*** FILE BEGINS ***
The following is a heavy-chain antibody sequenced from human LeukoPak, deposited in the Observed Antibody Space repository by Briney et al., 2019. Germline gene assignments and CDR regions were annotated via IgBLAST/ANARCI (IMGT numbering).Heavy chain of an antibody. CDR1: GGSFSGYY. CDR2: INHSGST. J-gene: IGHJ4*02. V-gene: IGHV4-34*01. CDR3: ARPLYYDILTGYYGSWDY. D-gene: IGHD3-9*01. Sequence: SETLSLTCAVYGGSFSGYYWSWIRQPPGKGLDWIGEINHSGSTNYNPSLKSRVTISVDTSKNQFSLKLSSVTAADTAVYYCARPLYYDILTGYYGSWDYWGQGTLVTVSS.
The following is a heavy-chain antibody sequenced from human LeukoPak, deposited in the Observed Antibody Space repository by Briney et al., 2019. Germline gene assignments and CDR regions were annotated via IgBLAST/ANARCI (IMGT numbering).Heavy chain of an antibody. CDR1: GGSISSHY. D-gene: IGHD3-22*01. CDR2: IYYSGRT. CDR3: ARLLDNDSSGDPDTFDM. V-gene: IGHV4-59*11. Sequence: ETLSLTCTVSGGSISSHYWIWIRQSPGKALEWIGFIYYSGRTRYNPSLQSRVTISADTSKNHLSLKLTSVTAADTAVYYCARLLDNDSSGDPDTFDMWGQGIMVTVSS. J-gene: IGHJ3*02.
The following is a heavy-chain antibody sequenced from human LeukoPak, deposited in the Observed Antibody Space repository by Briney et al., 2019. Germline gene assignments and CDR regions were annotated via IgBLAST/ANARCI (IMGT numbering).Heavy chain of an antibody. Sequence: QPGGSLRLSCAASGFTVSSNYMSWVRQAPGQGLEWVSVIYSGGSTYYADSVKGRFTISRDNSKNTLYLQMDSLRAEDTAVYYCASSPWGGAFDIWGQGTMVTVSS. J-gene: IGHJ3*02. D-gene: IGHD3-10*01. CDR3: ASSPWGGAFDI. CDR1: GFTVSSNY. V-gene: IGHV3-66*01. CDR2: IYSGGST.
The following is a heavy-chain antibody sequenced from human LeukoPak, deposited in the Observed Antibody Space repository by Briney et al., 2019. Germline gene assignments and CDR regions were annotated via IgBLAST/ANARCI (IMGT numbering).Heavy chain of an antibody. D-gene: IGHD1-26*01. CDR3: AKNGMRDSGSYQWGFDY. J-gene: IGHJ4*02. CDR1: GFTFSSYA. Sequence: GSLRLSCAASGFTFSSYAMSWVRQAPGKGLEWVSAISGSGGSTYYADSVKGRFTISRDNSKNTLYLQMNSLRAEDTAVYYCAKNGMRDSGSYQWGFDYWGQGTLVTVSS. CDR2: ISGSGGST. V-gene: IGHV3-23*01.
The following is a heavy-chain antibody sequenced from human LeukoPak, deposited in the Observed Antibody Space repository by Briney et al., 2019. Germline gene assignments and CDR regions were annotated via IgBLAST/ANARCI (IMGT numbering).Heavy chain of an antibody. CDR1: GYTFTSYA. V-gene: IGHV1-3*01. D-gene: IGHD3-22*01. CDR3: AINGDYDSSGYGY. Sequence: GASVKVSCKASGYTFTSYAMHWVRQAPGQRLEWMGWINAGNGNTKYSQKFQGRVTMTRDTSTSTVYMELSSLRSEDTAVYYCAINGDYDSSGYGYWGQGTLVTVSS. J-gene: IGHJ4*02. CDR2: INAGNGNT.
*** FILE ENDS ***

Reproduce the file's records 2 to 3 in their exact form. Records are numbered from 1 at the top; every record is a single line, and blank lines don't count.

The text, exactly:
The following is a heavy-chain antibody sequenced from human LeukoPak, deposited in the Observed Antibody Space repository by Briney et al., 2019. Germline gene assignments and CDR regions were annotated via IgBLAST/ANARCI (IMGT numbering).Heavy chain of an antibody. CDR1: GGSISSHY. D-gene: IGHD3-22*01. CDR2: IYYSGRT. CDR3: ARLLDNDSSGDPDTFDM. V-gene: IGHV4-59*11. Sequence: ETLSLTCTVSGGSISSHYWIWIRQSPGKALEWIGFIYYSGRTRYNPSLQSRVTISADTSKNHLSLKLTSVTAADTAVYYCARLLDNDSSGDPDTFDMWGQGIMVTVSS. J-gene: IGHJ3*02.
The following is a heavy-chain antibody sequenced from human LeukoPak, deposited in the Observed Antibody Space repository by Briney et al., 2019. Germline gene assignments and CDR regions were annotated via IgBLAST/ANARCI (IMGT numbering).Heavy chain of an antibody. Sequence: QPGGSLRLSCAASGFTVSSNYMSWVRQAPGQGLEWVSVIYSGGSTYYADSVKGRFTISRDNSKNTLYLQMDSLRAEDTAVYYCASSPWGGAFDIWGQGTMVTVSS. J-gene: IGHJ3*02. D-gene: IGHD3-10*01. CDR3: ASSPWGGAFDI. CDR1: GFTVSSNY. V-gene: IGHV3-66*01. CDR2: IYSGGST.